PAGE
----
As we work to this end, we hope that in the silence of our hearts, made more open by compassion, we can behold the beauty of all God’s creation, especially the children who are victims of abortion, the children who live and die in abject poverty, the elderly, the immigrants, the victims of injustice, violence and war, and the homeless, the sick and the unemployed.
Fr. Jon Pedigo serves Our Lady of Guadalupe parish in San Jose, Calif. He’s written a wonderful and insightful piece for PICO National Network on how the outcome of elections impacts his community:
I’m a Catholic pastor working in a Mexican immigrant community in the east side of San José. My community is less than a 15 minute drive away from some of the wealthiest real estate in Silicon Valley. Our Lady of Guadalupe Parish is in the neighborhood formerly known as, “Sal Si Puedes” (“Leave If You Can”). Though we are minutes away from some of the wealthiest dot-com tycoons, we might as well be living in another country. In my community only two out of 100 children graduate from college and more than half of the students drop out of high school. I am writing this article one week after we buried three murder victims. My community has dozens of families affected by deportation. On my first day at this parish – just this past July – two parents were deported leaving behind four children. The oldest is 14, the youngest 20 months.
Our Lady of Guadalupe is mired in poverty, deportations, a failing educational system and violence. This community, however, is resilient. They regularly engage in society through community organizing. Over the recent past we have had small victories built upon small victories that have resulted in the establishment of charter schools, a change in police and city policies that are more immigrant friendly, and more positive police engagement in our neighborhoods. Obviously we have a long way to go and not all our problems can be solved by community actions. Our community must also engage in the electoral process.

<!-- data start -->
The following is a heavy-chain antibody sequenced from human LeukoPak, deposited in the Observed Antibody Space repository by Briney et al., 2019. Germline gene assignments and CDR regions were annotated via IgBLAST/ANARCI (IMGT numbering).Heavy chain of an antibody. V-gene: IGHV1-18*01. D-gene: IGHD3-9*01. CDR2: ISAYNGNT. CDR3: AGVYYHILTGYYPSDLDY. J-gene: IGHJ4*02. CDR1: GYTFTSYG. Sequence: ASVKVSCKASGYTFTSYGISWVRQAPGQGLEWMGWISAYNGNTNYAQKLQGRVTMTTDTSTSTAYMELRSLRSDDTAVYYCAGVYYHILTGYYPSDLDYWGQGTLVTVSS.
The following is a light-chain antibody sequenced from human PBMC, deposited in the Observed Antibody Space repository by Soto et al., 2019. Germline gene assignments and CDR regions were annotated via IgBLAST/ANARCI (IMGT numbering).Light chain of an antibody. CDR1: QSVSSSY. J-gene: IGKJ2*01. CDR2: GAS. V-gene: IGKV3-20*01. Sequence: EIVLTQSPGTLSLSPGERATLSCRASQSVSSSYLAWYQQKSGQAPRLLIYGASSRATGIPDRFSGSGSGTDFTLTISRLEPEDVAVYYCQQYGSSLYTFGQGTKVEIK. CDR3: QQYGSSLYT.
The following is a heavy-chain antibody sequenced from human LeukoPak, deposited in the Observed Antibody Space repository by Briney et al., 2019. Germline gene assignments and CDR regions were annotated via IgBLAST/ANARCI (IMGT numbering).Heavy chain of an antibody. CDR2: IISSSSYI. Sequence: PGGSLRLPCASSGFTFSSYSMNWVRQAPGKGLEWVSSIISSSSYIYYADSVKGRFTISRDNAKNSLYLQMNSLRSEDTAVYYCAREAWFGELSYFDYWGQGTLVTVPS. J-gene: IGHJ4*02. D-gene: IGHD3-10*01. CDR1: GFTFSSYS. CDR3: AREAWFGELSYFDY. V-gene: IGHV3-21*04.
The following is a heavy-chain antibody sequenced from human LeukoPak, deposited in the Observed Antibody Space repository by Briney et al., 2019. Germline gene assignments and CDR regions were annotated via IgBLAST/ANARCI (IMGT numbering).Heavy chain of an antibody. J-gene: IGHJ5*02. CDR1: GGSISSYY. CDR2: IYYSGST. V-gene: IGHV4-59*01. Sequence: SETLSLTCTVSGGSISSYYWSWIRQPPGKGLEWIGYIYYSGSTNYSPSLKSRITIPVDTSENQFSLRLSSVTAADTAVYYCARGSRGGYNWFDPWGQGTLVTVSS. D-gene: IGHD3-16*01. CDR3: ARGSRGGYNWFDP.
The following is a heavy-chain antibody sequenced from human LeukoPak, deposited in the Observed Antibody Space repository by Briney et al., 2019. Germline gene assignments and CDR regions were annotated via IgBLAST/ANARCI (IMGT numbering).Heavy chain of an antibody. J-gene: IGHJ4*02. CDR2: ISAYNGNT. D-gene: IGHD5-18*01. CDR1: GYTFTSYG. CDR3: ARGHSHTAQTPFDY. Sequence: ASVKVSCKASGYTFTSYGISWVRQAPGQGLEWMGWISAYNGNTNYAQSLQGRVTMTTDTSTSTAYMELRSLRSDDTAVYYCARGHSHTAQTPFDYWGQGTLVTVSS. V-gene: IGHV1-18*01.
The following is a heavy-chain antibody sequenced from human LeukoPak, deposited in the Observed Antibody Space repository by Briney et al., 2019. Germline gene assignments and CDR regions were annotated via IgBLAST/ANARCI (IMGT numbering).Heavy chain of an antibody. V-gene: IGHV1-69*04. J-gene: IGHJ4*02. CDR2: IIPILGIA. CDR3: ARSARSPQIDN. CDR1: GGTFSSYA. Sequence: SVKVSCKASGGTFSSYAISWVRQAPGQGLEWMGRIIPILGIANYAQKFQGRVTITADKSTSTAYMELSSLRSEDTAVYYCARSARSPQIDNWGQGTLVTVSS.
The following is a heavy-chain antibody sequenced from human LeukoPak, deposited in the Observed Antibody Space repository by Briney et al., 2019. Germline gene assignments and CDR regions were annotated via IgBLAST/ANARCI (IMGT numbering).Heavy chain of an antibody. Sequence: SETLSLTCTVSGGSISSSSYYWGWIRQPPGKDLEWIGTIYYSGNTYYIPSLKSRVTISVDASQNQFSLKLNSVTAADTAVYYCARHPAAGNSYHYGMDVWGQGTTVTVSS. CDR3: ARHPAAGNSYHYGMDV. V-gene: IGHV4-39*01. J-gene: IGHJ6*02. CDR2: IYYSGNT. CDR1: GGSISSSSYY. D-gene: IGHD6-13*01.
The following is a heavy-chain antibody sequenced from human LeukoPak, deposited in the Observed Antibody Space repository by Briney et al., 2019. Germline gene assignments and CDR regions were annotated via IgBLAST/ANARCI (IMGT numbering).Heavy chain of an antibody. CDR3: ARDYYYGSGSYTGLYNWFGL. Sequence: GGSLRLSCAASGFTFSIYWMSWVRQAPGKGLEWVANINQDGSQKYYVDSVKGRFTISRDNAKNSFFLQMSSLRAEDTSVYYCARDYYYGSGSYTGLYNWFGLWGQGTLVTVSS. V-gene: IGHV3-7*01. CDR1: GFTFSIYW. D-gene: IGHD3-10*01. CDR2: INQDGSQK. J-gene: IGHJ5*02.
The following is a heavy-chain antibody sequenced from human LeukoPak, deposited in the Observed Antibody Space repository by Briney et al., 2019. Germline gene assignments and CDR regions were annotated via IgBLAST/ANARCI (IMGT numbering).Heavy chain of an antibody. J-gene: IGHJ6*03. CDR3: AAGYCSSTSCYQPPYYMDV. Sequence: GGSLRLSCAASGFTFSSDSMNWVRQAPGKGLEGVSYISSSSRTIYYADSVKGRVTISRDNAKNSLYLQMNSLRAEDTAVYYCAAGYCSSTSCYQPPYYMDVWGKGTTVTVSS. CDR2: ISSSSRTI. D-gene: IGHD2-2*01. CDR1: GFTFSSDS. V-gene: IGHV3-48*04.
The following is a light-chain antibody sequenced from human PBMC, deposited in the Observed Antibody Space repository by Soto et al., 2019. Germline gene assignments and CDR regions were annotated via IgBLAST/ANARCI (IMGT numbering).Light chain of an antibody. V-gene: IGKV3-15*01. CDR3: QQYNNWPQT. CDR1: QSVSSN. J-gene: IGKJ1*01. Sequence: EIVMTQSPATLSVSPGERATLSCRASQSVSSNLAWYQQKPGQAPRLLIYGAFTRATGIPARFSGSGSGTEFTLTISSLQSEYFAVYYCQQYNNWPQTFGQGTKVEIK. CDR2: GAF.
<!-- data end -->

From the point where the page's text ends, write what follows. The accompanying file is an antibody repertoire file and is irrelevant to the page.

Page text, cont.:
The Catholic Church regularly publishes, “Faithful Citizenship,” a handbook for Catholics designed to help us engage in the political process. Catholics are encouraged to consider their faith values – (and I add and emphasize the word, “all” faith values) – when we vote. Moral theology also teaches that we must also consider the context of our life when applying these values. The context that we must consider is the growing economic gap between the rich and poor and all the social complications that happens when there is gross inequality and how marginalized communities such as mine, are affected by budget cuts that result in fewer police officers on our streets, closure of after school programs, and larger class sizes. We must consider how our national budget will affect the people who depend on entitlement programs and the ways that immigration policy affects our children. To my community, these are literally issues of life and death.
Conscientious Catholics are aware that our faith values are not captured by any single political party or in any single candidate. We must therefore tread very carefully through the political process. Some Catholics have a suspicious and even negative view of the political process. Other Catholics take on a rather simplistic approach when voting, applying only one or two faith criteria when voting. To vote “single issue” is not responsible voting. We must use a discernment process before we enter the ballot box. … —Fr. Jon Pedigo
I used the fact that I still haven’t adjusted to the time change after returning from Ireland to Washington, D.C., to my advantage this morning. I got up at 6 a.m. Went to Dunkin’ Donuts for coffee and chocolate glazed. Then went to 14th and Columbia Rd. NW to cast my ballot for the first truly progressive candidate for president that the U.S. has seen in some time.
When I arrived at 6:45 am, I was about 400th in line. Stunning. I stood with neighbors and former co-workers and people who I only know because I’ve seen them on the street. We laughed and joked and generally said how great it was to be able to stand in line and cast our vote. Everyone acknowledged that the District of Columbia, the continental United States’ last colony, would go Democrat, but no one was going to miss the opportunity to vote.
I haven’t felt such positive, happy excitement and determination in America in a long, long time. Even the school kids riding the city bus past the polling station lines, wrote notes of support on their lined notebook paper and held them up to the bus windows as it drove by.
I stood in line for about an hour and a half. The system inside the voting station at the Latin American Youth Center was a little chaotic, but functional. I used my Number 2 pencil to “connect the arrow” and ran my ballot through the reader. The nice woman at the machine gave me a “I Voted” sticker and thanked me.
It is done. I left the polling place, nodded to the D.C. polling station police, and walked the entire line back to my car. There must have been a thousand people in line when I left. Is it wrong to add that the sun broke through the clouds just at that moment and the birds seemed to make their morning calls just a little louder than usual? I don’t know. But something sure feels good..